After PSmax, the normal Pt main effect for joint angle of 10°D > 20°D > 0°D (P< 0.05) was temporarily altered (Fig.9). At Post the Pt was 1.6% greater at 20°D than at 10°D (not significant), whereas at Pre the Pt was 6.9% greater at 10°D than at 20°D (P < 0.05). This “shift” in the force curve to a more optimal testing angle of 20°D at Post had disappeared by 15 min.
PSmax of the human plantarflexor muscles for 30 min resulted in a 25% loss in maximum voluntary force. The loss in force was partly due to reduced activation and partly due to compromised muscle force-generating capacity. By 15 min of recovery, when full activation of the plantarflexors had been restored, muscle force-generating capacity in an MVC was still reduced so that it remained 12% to 8% below Pre values up to 1 h after the stretch. Any significant reduction in maximal force-generating capacity after PSmax is a relevant finding. The results of the present study corroborate a recent report that stretching compromises maximum voluntary force in the muscles participating in the preactivity stretching routine (23).
Depression of plantarflexor MVC directly after PSmaxwas associated with a significant increase in interpolated twitch torque, an indication of reduced muscle activation (4). Although the relation of interpolated twitch to activation may be nonlinear and exponential with declining extra torque (10), the indication is that activation decreased after PSmax. Using a formula described by Duchateau (11) to account for force decrements as neural or muscular in origin, we estimated that 60% of the 25% reduction in MVC directly after PSmax was neurally mediated and 40% of the reduction originated in the muscle. By 30 min, reduced activation accounted for only ∼1% of the 10% decrement in MVC. It is important to note that the “Duchateau” formula relates activation to an assumed 100% activation, which is an extrapolated maximum muscle force larger than that achieved by voluntary effort. This assumption has been challenged (10). Nevertheless, application of the Duchateau formula indicates that the immediate PSmax-induced force decrement is neural and contractile in origin.
Several neuromuscular feedback responses could contribute to activation failure after PSmax, namely, the Golgi tendon reflex, mechanoreceptor (type III afferent) and nociceptor pain feedback (type IV afferent), and/or fatigue responses. The Golgi tendon reflex is an autogenic inhibition that occurs when the Golgi tendon organs, located at myotendon junctions, detect high force combined with muscle lengthening. The Golgi tendon organs' feedback inhibits agonist activation to lower force production and reduce potentially injurious strain on the muscle. However, an extremely intense stretch is necessary to activate Golgi tendon organs (20); moreover, Golgi tendon organ discharge rarely persists during maintained muscle stretch, and the inhibitory effects are momentary (1). The facts that peak passive torques in PSmax averaged only ∼28% of MVC (range 21–45% of MVC) and the drop in activation occurred at time points after cessation of the stretch discount Golgi tendon organ feedback as the likely mechanism for reduced voluntary activation in this experiment.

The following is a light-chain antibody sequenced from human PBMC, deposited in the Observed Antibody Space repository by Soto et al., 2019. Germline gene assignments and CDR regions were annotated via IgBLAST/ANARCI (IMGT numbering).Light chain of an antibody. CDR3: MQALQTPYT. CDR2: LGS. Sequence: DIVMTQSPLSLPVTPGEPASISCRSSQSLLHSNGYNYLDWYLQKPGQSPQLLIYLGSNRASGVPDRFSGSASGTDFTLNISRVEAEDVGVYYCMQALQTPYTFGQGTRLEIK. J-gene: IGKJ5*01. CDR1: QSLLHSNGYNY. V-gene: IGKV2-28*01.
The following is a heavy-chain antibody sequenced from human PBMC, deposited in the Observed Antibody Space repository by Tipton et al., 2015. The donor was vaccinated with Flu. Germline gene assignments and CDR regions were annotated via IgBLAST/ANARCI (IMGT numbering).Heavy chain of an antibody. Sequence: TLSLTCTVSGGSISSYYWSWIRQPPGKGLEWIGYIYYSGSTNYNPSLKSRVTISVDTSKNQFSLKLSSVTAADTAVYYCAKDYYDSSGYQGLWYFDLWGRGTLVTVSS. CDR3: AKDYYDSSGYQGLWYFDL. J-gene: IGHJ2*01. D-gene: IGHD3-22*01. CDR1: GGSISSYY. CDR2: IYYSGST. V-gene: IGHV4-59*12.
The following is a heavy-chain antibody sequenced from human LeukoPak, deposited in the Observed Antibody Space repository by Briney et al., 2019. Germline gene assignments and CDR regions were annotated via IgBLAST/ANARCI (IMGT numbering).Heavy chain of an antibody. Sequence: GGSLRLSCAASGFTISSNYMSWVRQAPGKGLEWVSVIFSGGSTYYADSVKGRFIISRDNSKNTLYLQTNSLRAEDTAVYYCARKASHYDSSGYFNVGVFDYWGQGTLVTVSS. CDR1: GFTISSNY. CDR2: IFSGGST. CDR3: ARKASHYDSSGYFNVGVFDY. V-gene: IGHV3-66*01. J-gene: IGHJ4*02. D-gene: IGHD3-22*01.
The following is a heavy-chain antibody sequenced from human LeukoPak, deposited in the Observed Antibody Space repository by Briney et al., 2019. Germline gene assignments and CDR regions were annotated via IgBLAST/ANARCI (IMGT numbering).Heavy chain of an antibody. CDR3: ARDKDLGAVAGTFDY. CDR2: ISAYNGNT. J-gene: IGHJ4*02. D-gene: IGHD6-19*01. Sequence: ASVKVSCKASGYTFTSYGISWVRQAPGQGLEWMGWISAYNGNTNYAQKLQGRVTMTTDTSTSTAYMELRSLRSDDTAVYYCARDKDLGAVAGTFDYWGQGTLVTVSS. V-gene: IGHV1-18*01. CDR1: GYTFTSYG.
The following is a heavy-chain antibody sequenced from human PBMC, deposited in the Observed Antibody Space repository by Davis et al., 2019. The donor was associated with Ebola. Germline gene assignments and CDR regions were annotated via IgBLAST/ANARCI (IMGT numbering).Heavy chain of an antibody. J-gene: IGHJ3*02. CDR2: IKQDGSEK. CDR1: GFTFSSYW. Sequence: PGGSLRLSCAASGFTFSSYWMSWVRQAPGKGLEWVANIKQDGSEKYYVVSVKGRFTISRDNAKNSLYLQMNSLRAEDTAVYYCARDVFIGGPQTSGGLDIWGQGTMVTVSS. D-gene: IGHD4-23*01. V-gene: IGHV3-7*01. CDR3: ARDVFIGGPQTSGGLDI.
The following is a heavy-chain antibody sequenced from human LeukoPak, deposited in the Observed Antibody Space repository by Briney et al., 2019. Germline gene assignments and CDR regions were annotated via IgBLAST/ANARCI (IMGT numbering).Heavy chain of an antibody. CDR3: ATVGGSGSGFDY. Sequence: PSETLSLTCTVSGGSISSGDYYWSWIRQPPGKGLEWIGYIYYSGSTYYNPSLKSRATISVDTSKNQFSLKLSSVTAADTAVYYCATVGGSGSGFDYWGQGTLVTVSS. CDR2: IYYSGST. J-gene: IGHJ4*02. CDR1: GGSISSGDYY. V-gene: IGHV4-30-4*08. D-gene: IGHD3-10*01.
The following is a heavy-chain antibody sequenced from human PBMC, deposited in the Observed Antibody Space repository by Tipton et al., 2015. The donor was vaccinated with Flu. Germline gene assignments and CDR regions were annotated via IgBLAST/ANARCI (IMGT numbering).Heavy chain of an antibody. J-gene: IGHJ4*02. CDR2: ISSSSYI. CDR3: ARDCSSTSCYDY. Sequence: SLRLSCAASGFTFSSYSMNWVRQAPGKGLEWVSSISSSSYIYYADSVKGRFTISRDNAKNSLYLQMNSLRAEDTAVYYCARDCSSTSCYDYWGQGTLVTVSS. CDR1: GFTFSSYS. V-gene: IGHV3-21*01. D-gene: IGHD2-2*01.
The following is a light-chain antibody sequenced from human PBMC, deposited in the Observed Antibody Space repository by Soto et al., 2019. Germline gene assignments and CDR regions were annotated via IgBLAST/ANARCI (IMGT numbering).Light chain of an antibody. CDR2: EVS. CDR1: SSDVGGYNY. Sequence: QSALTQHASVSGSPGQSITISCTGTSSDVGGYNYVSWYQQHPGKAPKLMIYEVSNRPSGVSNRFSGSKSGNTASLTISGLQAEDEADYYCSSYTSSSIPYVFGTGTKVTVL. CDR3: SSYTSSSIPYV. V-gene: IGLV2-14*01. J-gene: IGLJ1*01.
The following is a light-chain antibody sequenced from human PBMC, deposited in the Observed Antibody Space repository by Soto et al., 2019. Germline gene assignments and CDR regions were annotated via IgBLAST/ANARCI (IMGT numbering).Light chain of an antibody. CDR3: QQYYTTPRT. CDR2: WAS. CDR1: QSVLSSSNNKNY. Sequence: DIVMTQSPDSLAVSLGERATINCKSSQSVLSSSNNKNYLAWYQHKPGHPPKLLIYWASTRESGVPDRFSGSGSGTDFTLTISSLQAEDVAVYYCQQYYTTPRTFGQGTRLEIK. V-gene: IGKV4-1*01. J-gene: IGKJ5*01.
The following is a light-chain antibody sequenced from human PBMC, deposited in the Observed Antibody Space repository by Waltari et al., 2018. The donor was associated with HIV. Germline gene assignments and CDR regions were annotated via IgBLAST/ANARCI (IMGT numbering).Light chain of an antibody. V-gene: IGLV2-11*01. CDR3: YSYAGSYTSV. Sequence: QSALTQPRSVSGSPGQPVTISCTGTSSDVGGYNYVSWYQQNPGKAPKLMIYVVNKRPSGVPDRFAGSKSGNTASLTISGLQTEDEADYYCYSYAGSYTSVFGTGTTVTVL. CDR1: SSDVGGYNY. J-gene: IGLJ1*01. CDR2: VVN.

Mechanoreceptor (type III afferent) and nociceptor pain feedback (type IV afferent) may reduce central drive (5, 31). Any perceptions of discomfort or pain were not present during the poststretch MVCs, so the sensation of stretch and discomfort as a cause of temporary activation failure would have to be short lived. Some subjects commented that their muscle “just didn't want to contract” in the Post and 5-min MVCs, despite maximal voluntary effort. Reduced reflex assistance (H reflex) or “spindle support” as a result of stretch could also serve to reduce muscle contraction; however, this effect is also more prevalent during stretch and recovers immediately (17).
Enoka and Stuart (14) describe situations of fatigue that can cause central activation failure in addition to local metabolic effects to reduce force. The initial activation failure and the force decrements that persisted in this experiment might then be thought to result from fatigue. The normal response to muscle elongation is the stretch reflex, which is a feedback loop from muscle spindles that cause agonist contraction resisting the stretch. Silent EMG activity during passive stretching indicates a lack of stretch reflex response. We confirmed that the slow stretching procedure performed in this experiment was truly passive with no EMG activity, as has been achieved by other researchers using stretch protocols in human subjects (8, 27, 29, 30, 32). Our two subjects that exhibited EMG activity during PSmax were not included in the analysis. Therefore, fatigue could not play a major role in the responses to PSmax.